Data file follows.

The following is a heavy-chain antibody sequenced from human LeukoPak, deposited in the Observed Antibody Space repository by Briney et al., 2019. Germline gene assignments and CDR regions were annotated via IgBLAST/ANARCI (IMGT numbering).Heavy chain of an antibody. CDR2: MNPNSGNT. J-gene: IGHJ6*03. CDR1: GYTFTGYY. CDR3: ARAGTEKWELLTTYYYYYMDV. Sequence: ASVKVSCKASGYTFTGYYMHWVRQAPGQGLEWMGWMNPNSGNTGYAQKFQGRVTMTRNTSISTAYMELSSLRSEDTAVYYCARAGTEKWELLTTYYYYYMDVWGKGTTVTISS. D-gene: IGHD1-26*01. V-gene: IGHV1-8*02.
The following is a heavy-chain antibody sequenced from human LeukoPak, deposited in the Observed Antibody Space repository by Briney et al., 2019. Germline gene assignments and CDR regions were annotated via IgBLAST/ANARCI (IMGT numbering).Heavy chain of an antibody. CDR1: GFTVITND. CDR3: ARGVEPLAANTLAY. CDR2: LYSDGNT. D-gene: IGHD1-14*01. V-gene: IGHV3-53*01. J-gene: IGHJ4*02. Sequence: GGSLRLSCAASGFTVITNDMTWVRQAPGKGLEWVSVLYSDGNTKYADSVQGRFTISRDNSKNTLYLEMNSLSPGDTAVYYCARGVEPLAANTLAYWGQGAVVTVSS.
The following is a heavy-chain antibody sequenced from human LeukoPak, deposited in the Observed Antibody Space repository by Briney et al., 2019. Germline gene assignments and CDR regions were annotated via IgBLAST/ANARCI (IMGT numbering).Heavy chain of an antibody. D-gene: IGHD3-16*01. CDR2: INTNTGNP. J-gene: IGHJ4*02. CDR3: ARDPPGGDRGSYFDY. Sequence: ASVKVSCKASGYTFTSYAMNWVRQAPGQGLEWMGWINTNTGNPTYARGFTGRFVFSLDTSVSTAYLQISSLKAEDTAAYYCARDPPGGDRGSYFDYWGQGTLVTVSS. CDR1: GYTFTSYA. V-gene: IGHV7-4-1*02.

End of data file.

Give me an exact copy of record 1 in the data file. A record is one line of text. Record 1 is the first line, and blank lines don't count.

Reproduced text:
The following is a heavy-chain antibody sequenced from human LeukoPak, deposited in the Observed Antibody Space repository by Briney et al., 2019. Germline gene assignments and CDR regions were annotated via IgBLAST/ANARCI (IMGT numbering).Heavy chain of an antibody. CDR2: MNPNSGNT. J-gene: IGHJ6*03. CDR1: GYTFTGYY. CDR3: ARAGTEKWELLTTYYYYYMDV. Sequence: ASVKVSCKASGYTFTGYYMHWVRQAPGQGLEWMGWMNPNSGNTGYAQKFQGRVTMTRNTSISTAYMELSSLRSEDTAVYYCARAGTEKWELLTTYYYYYMDVWGKGTTVTISS. D-gene: IGHD1-26*01. V-gene: IGHV1-8*02.